Think before you drink:
What you should know about Bacardi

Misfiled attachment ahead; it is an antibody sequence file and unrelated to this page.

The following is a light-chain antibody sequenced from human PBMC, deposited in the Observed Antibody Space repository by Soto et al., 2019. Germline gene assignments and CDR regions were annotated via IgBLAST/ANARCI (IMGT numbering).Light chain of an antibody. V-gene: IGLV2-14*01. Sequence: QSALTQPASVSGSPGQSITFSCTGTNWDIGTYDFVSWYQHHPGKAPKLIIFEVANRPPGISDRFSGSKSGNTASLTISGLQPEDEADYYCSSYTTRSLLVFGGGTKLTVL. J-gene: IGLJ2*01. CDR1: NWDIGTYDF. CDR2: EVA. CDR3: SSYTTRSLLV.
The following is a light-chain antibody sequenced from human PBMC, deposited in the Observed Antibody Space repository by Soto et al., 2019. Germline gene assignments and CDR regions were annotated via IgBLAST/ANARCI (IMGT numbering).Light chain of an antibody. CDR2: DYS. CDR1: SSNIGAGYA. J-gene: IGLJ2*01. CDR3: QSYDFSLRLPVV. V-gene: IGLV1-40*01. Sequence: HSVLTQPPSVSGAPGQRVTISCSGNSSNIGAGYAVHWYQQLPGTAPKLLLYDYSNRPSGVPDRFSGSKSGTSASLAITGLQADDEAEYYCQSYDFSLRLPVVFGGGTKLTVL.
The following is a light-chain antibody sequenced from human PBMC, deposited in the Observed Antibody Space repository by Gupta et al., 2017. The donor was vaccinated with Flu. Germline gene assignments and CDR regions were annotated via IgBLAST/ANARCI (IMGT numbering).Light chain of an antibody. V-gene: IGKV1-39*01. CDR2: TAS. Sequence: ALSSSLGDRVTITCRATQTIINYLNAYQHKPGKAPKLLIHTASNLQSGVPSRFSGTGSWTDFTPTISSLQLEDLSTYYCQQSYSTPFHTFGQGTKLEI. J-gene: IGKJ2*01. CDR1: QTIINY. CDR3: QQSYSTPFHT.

US liquor company Bacardi launched a copy of Cuba's famous Havana Club rum on the US market in 1996. The bogus Havana Club is produced by Bacardi in the Bahamas. Bacardi marketing propaganda falsely depicts the Cuba of the '40s and '50s as a place of glamour and sophistication "where all things blended together to create the perfect atmosphere, where elegance and good taste reigned... Havana was an attraction for tourists and dignitaries the world over." In reality, pre-revolutionary Havana was a brothel and casino for US playboys, the Mafia and a rich Cuban elite. While Bacardi amassed assets worth US$67 million (1960 prices), the majority of Cuba's largely rural population — including Bacardi's own sugar workers — lived in shacks without running water or electricity, a third were unemployed or semi-employed and 43 percent were illiterate. The revolution of 1959, led by Fidel Castro, was a response to this poverty. Bacardi's cronies in the hated Batista dictatorship murdered 20,000 Cubans in their efforts to preserve their "fun-loving" lifestyle. Since fleeing Cuba after the revolution and refusing to negotiate compensation for their nationalised Cuban assets, Bacardi has played a major role in direct and covert acts of aggression against Cuba. It helped draft the Helms-Burton Act, which extends the United States' blockade of Cuba to third countries, in breach of international law. Bacardi also helps fund the Miami-based, exile terrorist organisation the Cuban-American National Foundation (CANF), responsible for acts of sabotage and terrorism against Cuba. So central was the role of Bacardi's lawyer, Ignacio E Sanchez (a Cuban- American National Foundation member) in establishing Helms-Burton that US Senator William Dengue said the law should be renamed the Helms-Bacardi Protection Act. Through its support for the blockade and its funding of CANF, Bacardi shares the responsibility for the suffering imposed on Cuba over the last 40 years by those who refuse to accept the socialist path chosen by the Cuban people. At the beginning of June 1999, the courts of Cuba issued a lawsuit against the US Government and its representatives for human damages as a result of aggression perpetrated against Cuba for the last 40 years, based on witness statements and recently declassified US government papers. These crimes include the destruction of ships and civilian aircraft, biological and guerrilla warfare, the firebombing of factories and crops, assassination and the Bay of Pigs invasion of Cuba by US-trained mercenary troops in April 1961. The death toll from these activities is set at at least 3,400 Cuban citizens. These are the sort of terrorist acts supported by the Bacardi empire. Not content with this, Bacardi has now resorted to stealing the Havana Club label. Although the blockade means that Cuban rum cannot be sold in the USA, in 1974 Cubaexport registered the Havana Club trademark there to prevent its use by other companies. The rights to the trademark were acquired by the French company Pernod Ricard when it set up a joint venture with the Cuban firm Havana Club Holdings in 1994 — in the face of threatening letters from Bacardi. Two years later, Bacardi started illegally marketing its own Havana Club. Pernod Ricard sued. But, thanks to a section (Section 211) hastily tacked onto last year's US budget after frantic lobbying by Bacardi's lawyers, Bacardi won. Section 211 arbitrarily stipulates that no court in the USA may recognise or in any way validate any claim regarding trademarks and commercial names related to properties "confiscated" by the Cuban Government. Bacardi claims Havana Club Holdings uses former Bacardi assets nationalised by Cuba in 1960. Section 211 contravenes international trade law, and Pernod Ricard is taking the case to the World Trade Organisation (WTO). Cuba has also protested to the WTO concerning that piece of legislation. The Cuban representative described it as an extension of the US blockade. Cuba's protest is backed by the European Union, the Dominican Republic, Malaysia, India, Venezuela, Honduras, Haiti, Brazil, Indonesia and Egypt. It is not a formal claim before the WTO's conflict resolution commission, but that constitutes a clear option. In a European Council meeting on the commercial aspects of copyright, the EU confirmed that the US legislation infringes the rights of companies or individuals with property rights in Cuba and those of foreign enterprises which have relations with them. As Castro pointed out, "I hope no one will now complain if we start marketing a Cuban Coca-Cola." The British organisation Rock Around the Blockade, which campaigns in solidarity with Cuba, has launched a Boycott Bacardi campaign to highlight the organised attempts by the Bacardi company to undermine the Cuban Revolution. People throughout Britain will be asked to pledge not to buy any Bacardi products, and pubs, clubs, student bars and shops will be asked not to stock them. The campaign aims to threaten Bacardi's profits and force them to get off Cuba's back. It will build on the success of similar campaigns against other multinational companies involved in inhumane activities, such as that against Nestle for promoting powdered baby milk in underdeveloped countries and that against Shell for its involvement in atrocities committed against the Ogoni people in Nigeria. Rock Around the Blockade works in close collaboration with the Cuban Union of Young Communists and has already provided three sound systems for the youth of Cuba and sent brigades to the provinces of Ciego de Avila and Sancti Spiritus. The Boycott Bacardi campaign uses stickers, petitions, leaflets, posters and direct action to expose Bacardi's lies, oppose the US blockade and encourage British people, particularly in colleges and universities, to get active in defence of Cuba's socialist revolution. Already a number of student bars and pubs in Britain have decided to make a stand against Bacardi's activities by no longer stocking Bacardi and replacing it with genuine Cuban Havana Club rum whose sales bring much-needed hard currency into the Cuban economy. The challenge from Havana Club worldwide has left Bacardi sales down an estimated US$25 million since 1990. Meanwhile, international sales of Cuba's Havana Club rum have quadrupled over the last five years. Don't drink Bacardi — it'll leave a bad taste in your mouth!